Markets

Economics is often known as the gloomy science so I hope I didn’t overwhelm you with gloom in my introduction. I just wanted to explain why the market seems to be having such a tough time. While the stock market has definitely been volatile, the S&P 500 managed to record a sizable gain of 11.82% for the fourth quarter and a marginal gain of 2.11% for the calendar year ended December 31, 2011.  Considering the headlines the market had to cope with during the past 12 months, in our opinion, this isn’t bad performance. Further, as I noted, the U.S. economy, which is the largest on the globe, gained traction at a decent rate during the past quarter. While it hasn’t been a great market environment, it has actually been a good market for Wasatch. A market without a strong trend is known as a stock picker’s market because, historically, the only way an investor has done well in these periods is by selecting quality stocks at reasonable valuations. This is virtually the definition of what we at Wasatch try to do as investors on behalf of our shareholders.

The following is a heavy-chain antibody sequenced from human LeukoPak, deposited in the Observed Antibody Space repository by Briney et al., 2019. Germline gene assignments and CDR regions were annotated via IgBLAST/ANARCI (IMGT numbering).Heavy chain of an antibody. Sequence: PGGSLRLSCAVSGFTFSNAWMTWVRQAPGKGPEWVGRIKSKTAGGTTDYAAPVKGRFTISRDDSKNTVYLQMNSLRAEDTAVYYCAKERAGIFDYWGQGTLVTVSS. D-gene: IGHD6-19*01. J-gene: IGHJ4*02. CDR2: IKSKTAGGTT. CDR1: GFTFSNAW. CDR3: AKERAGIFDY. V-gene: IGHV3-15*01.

At Wasatch, we look for high quality companies that we believe can thrive even during difficult times. Many people equate high quality companies with blue chip stocks. However, given our focus on smaller companies, most blue chip stocks are off limits to Wasatch. So we have to search for quality in companies that are not (yet) bellwethers of industry. It might be helpful to explain how we discern quality in a company.

We look for smaller companies with great business models, growth prospects and strong balance sheets. These “light blue” chips may not yet pay a dividend but their ability to do so grows by the day. One example is O’Reilly Automotive, Inc. (ORLY), a long-time holding at Wasatch in several of our funds. While O’Reilly has not yet paid a dividend, it has all of the characteristics we look for in a high quality company: an effective management team that has transformed a tiny company into an industry leader, steady, rising earnings and low debt levels. Once O’Reilly’s investment opportunities diminish as the company grows in size, we fully anticipate that it will begin to pay dividends.

We also like high quality companies that may only be paying small dividends but are committed to increasing their dividends as they grow. Two notable examples owned by Wasatch happen to be technology-related companies: Xilinx, Inc. (XLNX) and Microchip Technology, Inc. (MCHP). Both of these stocks have steadily increased their dividends, which we believe is another indicator of quality beyond the absolute dividend yield of a company’s stock.¹ Past performance cannot guarantee future results.